The Straits Times/20 September 2017
SINGAPORE – The biggest property listings portal here has sued its rival over alleged copyright infringement, accusing the latter of reproducing content from its website without permission.
Wednesday marked the start of a six-day trial between PropertyGuru and 99.co, which is being watched for its implication on who owns the copyright of information uploaded onto online platforms.
At issue is the use of a third-party digital app called Xpressor, which lets property agents post listings across multiple portals – resulting in several listings on 99.co bearing PropertyGuru’s watermark.
PropertyGuru, which was co-founded here in 2008 by Finn Jani Rautiainen and Briton Steve Melhuish and claims today to have the business of half the some 28,000 licensed agents in Singapore, has filed three claims against 99.co.
The latter, a relative newcomer, was set up in 2014 by entrepreneur Darius Cheung.
First, PropertyGuru alleges that 99.co had breached a previous settlement agreement made in September 2015 by “substiantially reproduc(ing) and continu(ing) to reproduce” content from its website.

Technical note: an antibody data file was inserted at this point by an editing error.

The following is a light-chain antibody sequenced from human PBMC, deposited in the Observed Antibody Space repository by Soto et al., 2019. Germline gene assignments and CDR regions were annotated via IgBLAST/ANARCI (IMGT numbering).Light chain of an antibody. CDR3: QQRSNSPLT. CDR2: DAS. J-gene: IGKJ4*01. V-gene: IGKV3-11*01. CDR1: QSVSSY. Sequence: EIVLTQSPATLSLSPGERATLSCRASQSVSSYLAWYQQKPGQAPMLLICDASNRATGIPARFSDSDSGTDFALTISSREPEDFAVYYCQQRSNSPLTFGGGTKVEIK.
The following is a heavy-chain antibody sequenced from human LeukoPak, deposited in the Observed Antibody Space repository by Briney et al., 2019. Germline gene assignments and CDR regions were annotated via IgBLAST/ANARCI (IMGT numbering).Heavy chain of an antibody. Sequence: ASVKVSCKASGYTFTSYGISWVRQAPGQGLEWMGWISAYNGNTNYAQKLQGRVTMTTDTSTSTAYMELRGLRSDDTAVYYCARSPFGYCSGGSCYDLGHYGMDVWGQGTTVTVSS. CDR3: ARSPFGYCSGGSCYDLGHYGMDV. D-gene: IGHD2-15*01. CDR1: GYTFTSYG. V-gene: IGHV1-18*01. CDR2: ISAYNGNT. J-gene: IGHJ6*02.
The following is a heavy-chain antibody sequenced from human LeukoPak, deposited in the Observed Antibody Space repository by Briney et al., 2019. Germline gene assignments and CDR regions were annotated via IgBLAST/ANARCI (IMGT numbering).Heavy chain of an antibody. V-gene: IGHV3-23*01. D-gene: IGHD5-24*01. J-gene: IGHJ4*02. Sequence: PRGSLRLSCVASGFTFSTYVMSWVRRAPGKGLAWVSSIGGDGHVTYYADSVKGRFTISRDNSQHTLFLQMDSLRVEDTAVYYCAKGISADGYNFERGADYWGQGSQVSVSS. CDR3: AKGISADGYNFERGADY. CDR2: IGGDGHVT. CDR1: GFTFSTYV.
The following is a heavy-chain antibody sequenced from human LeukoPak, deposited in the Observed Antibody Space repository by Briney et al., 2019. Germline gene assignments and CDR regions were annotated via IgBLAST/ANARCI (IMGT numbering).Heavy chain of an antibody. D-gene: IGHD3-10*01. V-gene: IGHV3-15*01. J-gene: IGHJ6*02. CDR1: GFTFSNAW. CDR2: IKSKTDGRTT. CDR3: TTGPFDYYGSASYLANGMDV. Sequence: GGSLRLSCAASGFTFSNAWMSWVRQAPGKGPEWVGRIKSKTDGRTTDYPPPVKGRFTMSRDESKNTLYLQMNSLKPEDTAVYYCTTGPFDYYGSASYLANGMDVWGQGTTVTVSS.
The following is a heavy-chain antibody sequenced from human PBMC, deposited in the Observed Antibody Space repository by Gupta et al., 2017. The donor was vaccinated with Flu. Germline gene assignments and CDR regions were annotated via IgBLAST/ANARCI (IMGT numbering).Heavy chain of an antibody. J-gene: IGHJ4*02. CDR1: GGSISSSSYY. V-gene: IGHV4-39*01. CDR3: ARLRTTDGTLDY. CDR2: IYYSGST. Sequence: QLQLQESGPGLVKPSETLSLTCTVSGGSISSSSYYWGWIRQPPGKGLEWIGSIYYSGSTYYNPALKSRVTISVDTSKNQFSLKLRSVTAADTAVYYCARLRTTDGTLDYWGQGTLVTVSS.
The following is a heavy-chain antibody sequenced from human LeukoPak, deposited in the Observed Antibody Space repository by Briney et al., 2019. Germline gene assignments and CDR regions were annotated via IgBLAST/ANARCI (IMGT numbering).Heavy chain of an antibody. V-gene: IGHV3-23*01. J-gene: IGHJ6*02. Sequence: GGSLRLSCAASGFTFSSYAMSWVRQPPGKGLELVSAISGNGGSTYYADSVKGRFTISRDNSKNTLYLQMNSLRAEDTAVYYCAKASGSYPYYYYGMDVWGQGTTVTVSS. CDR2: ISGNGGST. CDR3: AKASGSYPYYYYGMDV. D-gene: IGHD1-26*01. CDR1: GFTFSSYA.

It is also accusing 99.co of infringing its copyright by reproducing photographs bearing the PropertyGuru watermark on the latter’s website.
The final claim is that 99.co had caused property agents to breach PropertyGuru’s rules and guidelines about content on its website, by encouraging them to sign up with Xpressor to copy their listings from PropertyGuru onto 99.co’s website.
99.co has denied the claims, and has filed a counterclaim against PropertyGuru for “groundless threats” of copyright infringement.
99.co argues that agents were “exercising their own copyright” in using Xpressor to post listings across multiple websites.
It is also saying that it has not reproduced PropertyGuru’s photographs; rather, agents themselves have done so by using Xpressor.
On Wednesday morning, PropertyGuru managing director Jani Rautianinen took the stand and was cross-examined by 99.co’s lawyer Koh Chia Ling.
Mr Koh sought to establish that the act of resizing or putting a watermark on an agent’s photograph does not give PropertyGuru copyright over the new image.
But Mr Rautianinen disagreed.
The trial continues in the afternoon.
News Source: The Straits Times